During a weather delay, vans will pick up golfers and caddies and take them to the clubhouse.  But on Sunday at Hilton Head, that protocol changed. Each player and caddie had their own carts to get back to the clubhouse.

“Out on the golf course you don’t see fans but you see a lot more carts,” Brazil said. “Players and caddies had their own carts if there had to be an evacuation because of weather. The old way of doing it with crowded vans or whatever that would take players and caddies off the course aren’t there anymore.”

RBC Heritage Golf

Webb Simpson holds the championship trophy after winning the RBC Heritage golf tournament on Sunday.

The last two Sundays, the winner has casually walked off the 18th green with a victory but little to no applause. Webb Simpson, a former Wake Forest star who won the Wyndham Championship in 2011, won his seventh PGA Tour title on Sunday night, but none of his family was there to celebrate. He and his wife, Dowd, have five children and on a normal tournament all of Simpson’s children would have surrounded him after the victory.

Wyndham Championship Round 4

Webb Simpson hugs two of his daughters on the 18th green at the Wyndham Championship at Sedgefield Country Club last year. His family wasn't around on Sunday on Hilton Head Island after he won the RBC Heritage because of the pandemic.

Making sure golfers and caddies are safe has been a priority for the Tour.

“I have to give credit to Andy Levinson (the senior vice president of tournament administration for the PGA Tour), and Eric Baldwin (the vice president of business development for the PGA Tour) and (PGA Tour commissioner) Jay Monahan and his team for taking a deep dive and implementing the safety protocols to keep their players and everybody around the tour safe,” Brazil said.

The tournament that will be played right before the Wyndham Championship, the PGA Championship near San Francisco, will not be played with spectators. That announcement was made today by the PGA of America.

Government guidelines will be key

Brazil expects that the Wyndham will occur during Phase Three of Cooper's guidelines.

“We are working on it every day with the state,” Brazil said. “I think they are doing a good job with their questions and their concerns. We’ve had a bit of a spike here lately (in cases), but I think the conservative approach is the way to go and we are taking that approach.”

There’s little doubt that the Wyndham Championship will look different in August, but at least there will be a tournament.

“I’m pretty optimistic the direction we are heading,” Brazil said. “And it’s good that The Memorial got the OK to have some fans and that tournament director is a good friend of mine, Dan Sullivan, and he did a deep dive on safety plan and we took a lot of the details of his plan and put it into ours.”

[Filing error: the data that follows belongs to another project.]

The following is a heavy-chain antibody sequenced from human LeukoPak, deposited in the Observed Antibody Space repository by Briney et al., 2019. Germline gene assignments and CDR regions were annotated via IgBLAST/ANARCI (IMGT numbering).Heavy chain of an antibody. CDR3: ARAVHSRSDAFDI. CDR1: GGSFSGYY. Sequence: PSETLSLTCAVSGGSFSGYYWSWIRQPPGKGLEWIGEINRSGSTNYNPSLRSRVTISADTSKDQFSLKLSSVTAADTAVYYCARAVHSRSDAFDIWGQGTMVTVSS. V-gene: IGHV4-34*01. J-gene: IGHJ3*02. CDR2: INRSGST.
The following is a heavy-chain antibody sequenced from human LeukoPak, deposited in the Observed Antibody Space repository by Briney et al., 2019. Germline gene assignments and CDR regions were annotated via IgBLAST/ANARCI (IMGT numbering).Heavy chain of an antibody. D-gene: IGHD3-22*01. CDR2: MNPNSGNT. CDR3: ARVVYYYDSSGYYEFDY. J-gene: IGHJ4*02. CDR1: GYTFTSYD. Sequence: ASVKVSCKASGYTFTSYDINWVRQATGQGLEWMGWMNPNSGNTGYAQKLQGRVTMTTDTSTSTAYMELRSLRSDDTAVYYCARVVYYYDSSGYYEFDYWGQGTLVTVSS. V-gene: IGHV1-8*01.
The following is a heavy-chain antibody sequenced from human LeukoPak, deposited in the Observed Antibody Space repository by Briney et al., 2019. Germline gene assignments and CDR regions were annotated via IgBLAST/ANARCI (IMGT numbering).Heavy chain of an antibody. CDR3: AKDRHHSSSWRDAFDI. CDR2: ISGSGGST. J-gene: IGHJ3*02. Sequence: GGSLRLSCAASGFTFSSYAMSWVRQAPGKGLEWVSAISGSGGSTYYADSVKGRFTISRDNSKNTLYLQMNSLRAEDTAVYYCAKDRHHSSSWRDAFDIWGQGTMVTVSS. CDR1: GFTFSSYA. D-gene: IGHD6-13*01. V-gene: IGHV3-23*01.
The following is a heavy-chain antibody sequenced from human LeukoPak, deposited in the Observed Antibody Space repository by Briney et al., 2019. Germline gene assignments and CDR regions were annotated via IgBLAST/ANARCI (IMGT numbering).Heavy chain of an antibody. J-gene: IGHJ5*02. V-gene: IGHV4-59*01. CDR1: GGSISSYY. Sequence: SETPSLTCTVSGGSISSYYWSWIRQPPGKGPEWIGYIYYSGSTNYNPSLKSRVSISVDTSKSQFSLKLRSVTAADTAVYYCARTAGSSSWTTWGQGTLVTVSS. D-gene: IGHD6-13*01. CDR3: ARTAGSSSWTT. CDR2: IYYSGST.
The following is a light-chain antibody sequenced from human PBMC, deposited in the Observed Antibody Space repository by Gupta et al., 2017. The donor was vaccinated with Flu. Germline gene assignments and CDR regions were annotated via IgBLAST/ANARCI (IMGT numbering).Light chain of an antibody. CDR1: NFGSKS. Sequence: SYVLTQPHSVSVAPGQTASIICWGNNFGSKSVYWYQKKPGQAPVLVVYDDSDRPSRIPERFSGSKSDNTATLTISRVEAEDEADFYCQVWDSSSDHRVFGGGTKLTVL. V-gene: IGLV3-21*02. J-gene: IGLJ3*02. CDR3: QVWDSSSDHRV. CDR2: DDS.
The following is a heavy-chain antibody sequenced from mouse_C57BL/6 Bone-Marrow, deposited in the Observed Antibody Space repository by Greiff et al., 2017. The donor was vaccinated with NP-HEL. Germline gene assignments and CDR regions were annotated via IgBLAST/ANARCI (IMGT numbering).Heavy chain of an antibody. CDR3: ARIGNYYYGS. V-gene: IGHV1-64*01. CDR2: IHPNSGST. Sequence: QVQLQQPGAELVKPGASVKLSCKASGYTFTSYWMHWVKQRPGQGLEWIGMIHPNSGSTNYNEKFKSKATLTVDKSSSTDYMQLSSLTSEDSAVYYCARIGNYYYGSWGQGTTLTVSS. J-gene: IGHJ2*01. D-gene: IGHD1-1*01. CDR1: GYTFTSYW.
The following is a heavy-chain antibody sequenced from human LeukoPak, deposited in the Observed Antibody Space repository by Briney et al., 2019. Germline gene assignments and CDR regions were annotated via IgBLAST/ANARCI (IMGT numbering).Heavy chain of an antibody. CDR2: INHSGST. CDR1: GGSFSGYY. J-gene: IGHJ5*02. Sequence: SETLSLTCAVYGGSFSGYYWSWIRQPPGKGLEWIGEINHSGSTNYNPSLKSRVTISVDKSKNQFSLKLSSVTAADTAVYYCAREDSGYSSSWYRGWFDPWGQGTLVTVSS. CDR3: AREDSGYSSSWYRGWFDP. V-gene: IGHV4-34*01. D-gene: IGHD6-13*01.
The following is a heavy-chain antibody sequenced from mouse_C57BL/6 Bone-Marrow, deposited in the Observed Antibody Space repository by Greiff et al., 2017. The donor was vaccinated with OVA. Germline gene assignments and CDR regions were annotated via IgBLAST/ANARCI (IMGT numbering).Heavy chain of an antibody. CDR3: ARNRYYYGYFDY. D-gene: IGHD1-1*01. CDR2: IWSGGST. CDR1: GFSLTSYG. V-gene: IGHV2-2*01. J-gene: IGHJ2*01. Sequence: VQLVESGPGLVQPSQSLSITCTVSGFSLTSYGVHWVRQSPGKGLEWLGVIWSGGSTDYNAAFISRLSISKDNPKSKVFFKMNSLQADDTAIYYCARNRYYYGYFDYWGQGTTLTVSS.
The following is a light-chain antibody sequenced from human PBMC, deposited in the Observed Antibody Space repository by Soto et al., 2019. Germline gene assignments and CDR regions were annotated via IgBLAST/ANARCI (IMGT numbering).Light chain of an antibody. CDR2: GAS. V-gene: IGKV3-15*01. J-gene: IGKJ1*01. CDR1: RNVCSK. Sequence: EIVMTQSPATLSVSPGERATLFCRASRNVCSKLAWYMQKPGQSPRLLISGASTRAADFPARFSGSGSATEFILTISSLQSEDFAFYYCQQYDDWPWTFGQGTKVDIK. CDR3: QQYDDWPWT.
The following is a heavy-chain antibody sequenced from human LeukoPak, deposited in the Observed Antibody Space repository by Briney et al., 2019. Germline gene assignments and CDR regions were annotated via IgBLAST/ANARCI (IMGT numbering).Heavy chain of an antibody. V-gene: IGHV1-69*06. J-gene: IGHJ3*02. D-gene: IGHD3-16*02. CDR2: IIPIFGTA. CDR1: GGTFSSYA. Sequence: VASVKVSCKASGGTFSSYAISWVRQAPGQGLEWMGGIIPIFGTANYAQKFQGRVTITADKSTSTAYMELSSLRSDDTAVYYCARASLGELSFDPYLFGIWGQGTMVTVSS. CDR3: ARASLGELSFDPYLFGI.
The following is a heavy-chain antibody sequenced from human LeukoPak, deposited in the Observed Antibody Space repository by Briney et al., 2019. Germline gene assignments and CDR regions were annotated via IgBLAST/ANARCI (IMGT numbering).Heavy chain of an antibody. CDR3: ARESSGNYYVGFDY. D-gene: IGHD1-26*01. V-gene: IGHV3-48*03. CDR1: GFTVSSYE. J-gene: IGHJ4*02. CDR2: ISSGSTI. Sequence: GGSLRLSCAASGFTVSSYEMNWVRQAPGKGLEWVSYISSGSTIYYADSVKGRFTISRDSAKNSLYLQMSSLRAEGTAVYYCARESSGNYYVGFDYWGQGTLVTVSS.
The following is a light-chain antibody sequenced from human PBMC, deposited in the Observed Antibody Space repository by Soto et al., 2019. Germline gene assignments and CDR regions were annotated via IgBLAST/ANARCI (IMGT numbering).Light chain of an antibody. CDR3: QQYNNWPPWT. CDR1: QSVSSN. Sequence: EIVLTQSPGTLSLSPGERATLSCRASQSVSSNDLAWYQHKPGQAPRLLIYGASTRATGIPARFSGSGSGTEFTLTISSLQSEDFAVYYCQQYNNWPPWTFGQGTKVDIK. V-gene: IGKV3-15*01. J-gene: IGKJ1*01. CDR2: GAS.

Rob Goodman, who handles media relations with the Wyndham Championship, is awaiting guidance from the PGA Tour on who many journalists will be allowed to cover the tournament on site. The Irwin Smallwood Media Center isn’t large, and Goodman usually credentials about 200 journalists.

“It will be far smaller than that,” Goodman said. “Similarly, CBS usually comes in with a couple of hundred people, but they will have a smaller footprint as well.”

Brazil not worried about field

In previous summers Brazil would be recruiting golfers at the various tournament stops. It’s always a tough sell for the field in a normal season right after the PGA Championship.

This year’s field, however, could be good because golfers were idle for nearly three months.

The Wyndham Championship is the final regular-season tournament in the FedEx Cup and the race for the Wyndham Rewards Top 10, in which the winner can pocket an extra $2 million.

All of that, however, is secondary because of the pandemic and what’s happening elsewhere, Brazil said.

“There are a lot bigger issues in the world right now, and we get that,” Brazil said. “But if our tournament can be a beacon of relief and some fun for the community, and even if everybody who wants to come to the tournament but can’t they can still watch on TV and have some pride in Greensboro and the Triad and North Carolina, then that would be great.”


(336) 727-4081


Recommended for you

Load comments